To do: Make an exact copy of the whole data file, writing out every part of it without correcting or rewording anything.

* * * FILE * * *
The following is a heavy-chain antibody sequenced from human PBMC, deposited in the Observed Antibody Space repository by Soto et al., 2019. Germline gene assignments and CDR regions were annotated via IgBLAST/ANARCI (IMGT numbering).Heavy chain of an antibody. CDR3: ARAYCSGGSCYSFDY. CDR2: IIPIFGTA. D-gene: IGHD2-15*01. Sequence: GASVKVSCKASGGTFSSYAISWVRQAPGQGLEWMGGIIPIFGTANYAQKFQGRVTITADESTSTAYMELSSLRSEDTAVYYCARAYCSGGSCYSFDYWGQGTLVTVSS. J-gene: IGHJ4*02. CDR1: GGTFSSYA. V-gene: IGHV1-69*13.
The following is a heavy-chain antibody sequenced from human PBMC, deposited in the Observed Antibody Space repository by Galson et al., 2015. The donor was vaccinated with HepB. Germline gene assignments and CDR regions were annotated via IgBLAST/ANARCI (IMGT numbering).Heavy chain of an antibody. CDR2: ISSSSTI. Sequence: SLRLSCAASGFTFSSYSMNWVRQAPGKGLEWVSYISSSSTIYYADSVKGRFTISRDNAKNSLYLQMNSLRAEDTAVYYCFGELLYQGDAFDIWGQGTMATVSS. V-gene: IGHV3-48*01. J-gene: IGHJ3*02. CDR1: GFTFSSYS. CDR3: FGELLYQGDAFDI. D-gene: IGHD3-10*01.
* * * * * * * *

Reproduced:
The following is a heavy-chain antibody sequenced from human PBMC, deposited in the Observed Antibody Space repository by Soto et al., 2019. Germline gene assignments and CDR regions were annotated via IgBLAST/ANARCI (IMGT numbering).Heavy chain of an antibody. CDR3: ARAYCSGGSCYSFDY. CDR2: IIPIFGTA. D-gene: IGHD2-15*01. Sequence: GASVKVSCKASGGTFSSYAISWVRQAPGQGLEWMGGIIPIFGTANYAQKFQGRVTITADESTSTAYMELSSLRSEDTAVYYCARAYCSGGSCYSFDYWGQGTLVTVSS. J-gene: IGHJ4*02. CDR1: GGTFSSYA. V-gene: IGHV1-69*13.
The following is a heavy-chain antibody sequenced from human PBMC, deposited in the Observed Antibody Space repository by Galson et al., 2015. The donor was vaccinated with HepB. Germline gene assignments and CDR regions were annotated via IgBLAST/ANARCI (IMGT numbering).Heavy chain of an antibody. CDR2: ISSSSTI. Sequence: SLRLSCAASGFTFSSYSMNWVRQAPGKGLEWVSYISSSSTIYYADSVKGRFTISRDNAKNSLYLQMNSLRAEDTAVYYCFGELLYQGDAFDIWGQGTMATVSS. V-gene: IGHV3-48*01. J-gene: IGHJ3*02. CDR1: GFTFSSYS. CDR3: FGELLYQGDAFDI. D-gene: IGHD3-10*01.